The single cylindrical turret with an extension for weapons mounts marks this vehicle as a light tank M2A1. Otherwise it is very similar to the combat car M1. The light tank also featured a cylindrical cupola on the turret rear. The drivers' hatches are open in this view, and a disassembled mattock is stowed on the vehicle's left side, above the tow cables. The US Army was not afraid of chrome on tactical vehicles in the 1930s, and this tank's headlights and siren would all sparkle in the sun. (Picture from Development of Armored Vehicles, volume 1: Tanks.)
This vehicle, serial number 11, was the first M2A2 light tank to be manufactured. The striking twin turret layout provided the ability to engage threats from multiple directions. The commander's cupola is visible on the larger left turret. The drivers' doors are open on this vehicle as well, and it is apparent that the driver would have an easier time egressing under duress than the assistant driver, since the bow machine gun mount precluded adding a door in the hull front plate for him. An axe is stowed on the tank's right side, and a shovel would normally be stowed below it, however the bracket is damaged on this tank. Guards were added for the external stowage on later tanks. (Picture from Development of Armored Vehicles, volume 1: Tanks.)
The easiest way to differentiate the M2A3 from the M2A2 is the increased distance between the suspension bogies in the latter tank. The turrets were also slightly spaced farther apart. This tank is topped by the flat-faced turrets also common to late-model M2A2s.
This view makes it easy to compare the space between the suspension bogies on the M2A3 with the M2A2 above. The new suspension arrangement arose from tests that also led to the combat car M1A1. Even though the M2A3 weighed more than the M2A2, it's larger ground contact area gave it a lower ground pressure.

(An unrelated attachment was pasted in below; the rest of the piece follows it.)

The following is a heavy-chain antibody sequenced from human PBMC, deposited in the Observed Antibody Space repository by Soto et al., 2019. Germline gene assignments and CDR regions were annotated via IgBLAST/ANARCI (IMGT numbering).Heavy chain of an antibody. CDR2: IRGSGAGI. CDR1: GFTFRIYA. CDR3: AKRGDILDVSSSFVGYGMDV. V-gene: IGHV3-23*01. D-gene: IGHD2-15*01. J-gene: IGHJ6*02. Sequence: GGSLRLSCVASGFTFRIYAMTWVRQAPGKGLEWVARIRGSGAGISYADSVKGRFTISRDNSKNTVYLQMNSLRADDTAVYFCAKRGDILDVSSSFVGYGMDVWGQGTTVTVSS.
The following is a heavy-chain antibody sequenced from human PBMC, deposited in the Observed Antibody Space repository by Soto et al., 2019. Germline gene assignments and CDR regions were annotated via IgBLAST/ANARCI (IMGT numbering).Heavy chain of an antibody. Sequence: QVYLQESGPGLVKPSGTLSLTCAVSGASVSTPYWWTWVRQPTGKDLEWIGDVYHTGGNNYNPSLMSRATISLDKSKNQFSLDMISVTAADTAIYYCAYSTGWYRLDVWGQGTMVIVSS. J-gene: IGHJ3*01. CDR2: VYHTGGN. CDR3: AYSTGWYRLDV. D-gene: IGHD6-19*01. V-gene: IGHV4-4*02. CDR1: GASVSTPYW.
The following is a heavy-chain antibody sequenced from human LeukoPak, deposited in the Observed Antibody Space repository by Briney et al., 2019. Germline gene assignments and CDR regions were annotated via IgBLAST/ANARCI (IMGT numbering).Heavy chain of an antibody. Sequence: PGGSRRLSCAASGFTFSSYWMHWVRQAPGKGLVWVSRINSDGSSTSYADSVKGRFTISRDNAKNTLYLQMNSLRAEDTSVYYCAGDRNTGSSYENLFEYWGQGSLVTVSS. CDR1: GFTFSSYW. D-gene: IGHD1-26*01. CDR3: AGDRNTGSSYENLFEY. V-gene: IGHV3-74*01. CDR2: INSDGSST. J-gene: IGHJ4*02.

The rear hull on the M2A3 was modified from the M2A2 by the addition of the doors in the lower plate. The previous design had a central access cover and two covers on either side of the rear hull that needed to be removed to service the engine. The characteristic short intake pipes from the air cleaners mark this tank as having a gasoline versus diesel engine.
This is a view inside the larger commander's turret. The pistol ports ringing the turret and a vision slot in the turret cupola can be seen.
This is the commander's turret again, and the turret traverse mechanism can be seen here. The holes in the rear of the fighting compartment are for attaching various internal fixtures.
An internal view of the smaller .30cal machine gun turret is presented here. The rivets that hold the tank together are obvious throughout. Combat proved that rivets had the undesirable tendency to dislocate and fly around the interior when struck by hostile fire, and welding and casting took over as more common manufacturing methods.
This M2A4 is externally very similar to the M3 Stuart. However, visible differences include the raised idler wheel, seven pistol ports ringing the turret compared with the M3's three, and the recoil mechanism of the 37mm gun extended from the gun shield and was therefore protected by armor. This tank apparently has its sponson machine guns fitted. This tank was in England in 1942 or 1943 and was part of a Lend-Lease shipment. (Library of Congress, Prints & Photographs Division, FSA-OWI Collection, reproduction number LC-USE6-D-009972 DLC. American Memory from the Library of Congress.)
Further details of the suspension and sponson machine gun can be seen here. The antiaircraft machine gun is mounted behind the commander's cupola. Note the antenna mount behind the engine's air cleaner. (Picture from Development of Armored Vehicles, volume 1: Tanks.)
The driver's doors are closed on this tank, and details of the armor around the 37mm gun's recoil mechanism can be gleaned. This vehicle is the first M2A4 produced, and the armor for the recoil mechanism was later modified slightly, as in the tanks above. The bullet splash deflectors on the front hull that made their debut on this type of M2 can clearly be seen. (Picture from Tank Data, vol. 2.)
The right side of the 37mm gun M5 is illustrated here. (Picture from FM 23-80 37-mm Gun, Tank, M5 (Mounted in Tanks).)
Here the gun is mounted in the combination mount found in the M2A4. The gun mount could be disconnected from its elevation and traversing gears and the gunner could then use the shoulder rest for free control. (Picture from FM 23-80 37-mm Gun, Tank, M5 (Mounted in Tanks).)
The opposite side of the combination gun mount M20 is shown here. The traversing handwheel was for the 10° of traverse of the gun mount in each direction independent of the turret; the turret traverse was controlled by another handwheel on the commander/loader's side of the turret. (Picture from FM 23-80 37-mm Gun, Tank, M5 (Mounted in Tanks).)